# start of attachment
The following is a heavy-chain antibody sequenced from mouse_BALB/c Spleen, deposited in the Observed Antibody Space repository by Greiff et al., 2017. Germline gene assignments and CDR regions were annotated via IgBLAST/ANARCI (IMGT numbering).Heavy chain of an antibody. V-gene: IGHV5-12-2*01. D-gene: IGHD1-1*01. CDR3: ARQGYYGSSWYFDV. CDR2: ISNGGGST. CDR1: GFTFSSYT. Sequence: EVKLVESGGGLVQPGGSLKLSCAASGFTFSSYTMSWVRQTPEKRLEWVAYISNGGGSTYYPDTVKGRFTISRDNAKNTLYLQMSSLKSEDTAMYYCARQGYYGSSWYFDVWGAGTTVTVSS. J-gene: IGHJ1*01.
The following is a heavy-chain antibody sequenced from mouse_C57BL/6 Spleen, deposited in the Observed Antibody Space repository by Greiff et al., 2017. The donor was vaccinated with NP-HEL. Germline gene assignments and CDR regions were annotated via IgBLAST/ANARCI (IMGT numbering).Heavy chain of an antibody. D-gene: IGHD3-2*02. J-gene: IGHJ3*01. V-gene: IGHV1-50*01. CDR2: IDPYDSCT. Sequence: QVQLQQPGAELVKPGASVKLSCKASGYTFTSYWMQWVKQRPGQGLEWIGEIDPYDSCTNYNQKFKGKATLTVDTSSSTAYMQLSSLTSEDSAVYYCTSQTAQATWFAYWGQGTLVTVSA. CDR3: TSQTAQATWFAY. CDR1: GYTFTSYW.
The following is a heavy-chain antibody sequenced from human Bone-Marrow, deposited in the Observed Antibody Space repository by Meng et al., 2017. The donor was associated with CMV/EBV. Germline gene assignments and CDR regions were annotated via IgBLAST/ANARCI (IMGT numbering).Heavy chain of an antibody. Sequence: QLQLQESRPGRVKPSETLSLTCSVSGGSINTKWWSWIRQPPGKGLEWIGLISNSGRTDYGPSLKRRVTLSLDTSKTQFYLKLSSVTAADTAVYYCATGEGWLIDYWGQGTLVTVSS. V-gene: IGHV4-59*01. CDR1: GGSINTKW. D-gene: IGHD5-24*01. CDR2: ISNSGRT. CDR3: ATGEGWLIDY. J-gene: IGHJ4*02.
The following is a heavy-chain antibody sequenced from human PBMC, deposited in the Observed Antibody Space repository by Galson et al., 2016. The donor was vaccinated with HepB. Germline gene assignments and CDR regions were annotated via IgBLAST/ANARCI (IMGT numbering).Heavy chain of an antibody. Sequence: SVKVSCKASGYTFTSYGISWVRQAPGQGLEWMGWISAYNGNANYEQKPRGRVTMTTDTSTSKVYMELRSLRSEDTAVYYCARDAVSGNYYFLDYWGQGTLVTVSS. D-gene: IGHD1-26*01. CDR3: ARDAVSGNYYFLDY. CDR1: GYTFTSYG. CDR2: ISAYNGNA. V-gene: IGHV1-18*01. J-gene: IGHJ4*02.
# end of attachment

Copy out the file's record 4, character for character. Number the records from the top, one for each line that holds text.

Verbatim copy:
The following is a heavy-chain antibody sequenced from human PBMC, deposited in the Observed Antibody Space repository by Galson et al., 2016. The donor was vaccinated with HepB. Germline gene assignments and CDR regions were annotated via IgBLAST/ANARCI (IMGT numbering).Heavy chain of an antibody. Sequence: SVKVSCKASGYTFTSYGISWVRQAPGQGLEWMGWISAYNGNANYEQKPRGRVTMTTDTSTSKVYMELRSLRSEDTAVYYCARDAVSGNYYFLDYWGQGTLVTVSS. D-gene: IGHD1-26*01. CDR3: ARDAVSGNYYFLDY. CDR1: GYTFTSYG. CDR2: ISAYNGNA. V-gene: IGHV1-18*01. J-gene: IGHJ4*02.